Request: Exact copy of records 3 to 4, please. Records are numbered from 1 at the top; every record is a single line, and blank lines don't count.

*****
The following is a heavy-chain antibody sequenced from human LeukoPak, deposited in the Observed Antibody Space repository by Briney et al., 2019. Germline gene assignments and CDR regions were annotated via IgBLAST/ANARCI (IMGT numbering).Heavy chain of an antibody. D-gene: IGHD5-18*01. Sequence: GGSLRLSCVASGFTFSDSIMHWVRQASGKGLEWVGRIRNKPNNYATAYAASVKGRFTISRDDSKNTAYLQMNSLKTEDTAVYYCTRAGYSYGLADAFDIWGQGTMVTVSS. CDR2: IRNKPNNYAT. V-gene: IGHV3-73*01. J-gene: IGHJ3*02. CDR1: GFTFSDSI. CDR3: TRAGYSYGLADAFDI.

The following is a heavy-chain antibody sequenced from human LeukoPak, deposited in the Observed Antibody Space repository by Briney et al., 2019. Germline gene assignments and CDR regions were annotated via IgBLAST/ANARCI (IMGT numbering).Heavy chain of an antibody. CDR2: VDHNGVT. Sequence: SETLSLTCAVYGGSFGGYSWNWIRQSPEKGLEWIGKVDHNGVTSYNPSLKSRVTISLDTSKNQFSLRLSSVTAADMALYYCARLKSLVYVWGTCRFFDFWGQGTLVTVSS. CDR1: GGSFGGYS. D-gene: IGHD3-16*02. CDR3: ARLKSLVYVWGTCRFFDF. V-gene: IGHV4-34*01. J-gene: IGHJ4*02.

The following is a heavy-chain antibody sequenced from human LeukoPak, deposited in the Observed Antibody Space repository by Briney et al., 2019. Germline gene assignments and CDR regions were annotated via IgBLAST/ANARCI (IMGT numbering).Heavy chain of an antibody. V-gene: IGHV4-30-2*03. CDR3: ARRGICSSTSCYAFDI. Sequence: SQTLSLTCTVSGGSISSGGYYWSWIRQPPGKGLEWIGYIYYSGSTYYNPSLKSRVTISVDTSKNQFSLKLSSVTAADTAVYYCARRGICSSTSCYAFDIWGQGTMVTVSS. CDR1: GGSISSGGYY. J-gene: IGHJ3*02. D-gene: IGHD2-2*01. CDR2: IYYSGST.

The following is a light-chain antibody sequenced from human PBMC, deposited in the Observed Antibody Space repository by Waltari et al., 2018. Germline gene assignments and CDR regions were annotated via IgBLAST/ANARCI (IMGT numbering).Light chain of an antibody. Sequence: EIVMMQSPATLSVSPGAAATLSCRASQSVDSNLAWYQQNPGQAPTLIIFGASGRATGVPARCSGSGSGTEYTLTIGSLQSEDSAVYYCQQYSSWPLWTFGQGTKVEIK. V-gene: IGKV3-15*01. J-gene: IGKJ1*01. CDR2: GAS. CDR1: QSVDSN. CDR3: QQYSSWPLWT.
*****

The following is a heavy-chain antibody sequenced from human LeukoPak, deposited in the Observed Antibody Space repository by Briney et al., 2019. Germline gene assignments and CDR regions were annotated via IgBLAST/ANARCI (IMGT numbering).Heavy chain of an antibody. V-gene: IGHV4-30-2*03. CDR3: ARRGICSSTSCYAFDI. Sequence: SQTLSLTCTVSGGSISSGGYYWSWIRQPPGKGLEWIGYIYYSGSTYYNPSLKSRVTISVDTSKNQFSLKLSSVTAADTAVYYCARRGICSSTSCYAFDIWGQGTMVTVSS. CDR1: GGSISSGGYY. J-gene: IGHJ3*02. D-gene: IGHD2-2*01. CDR2: IYYSGST.

The following is a light-chain antibody sequenced from human PBMC, deposited in the Observed Antibody Space repository by Waltari et al., 2018. Germline gene assignments and CDR regions were annotated via IgBLAST/ANARCI (IMGT numbering).Light chain of an antibody. Sequence: EIVMMQSPATLSVSPGAAATLSCRASQSVDSNLAWYQQNPGQAPTLIIFGASGRATGVPARCSGSGSGTEYTLTIGSLQSEDSAVYYCQQYSSWPLWTFGQGTKVEIK. V-gene: IGKV3-15*01. J-gene: IGKJ1*01. CDR2: GAS. CDR1: QSVDSN. CDR3: QQYSSWPLWT.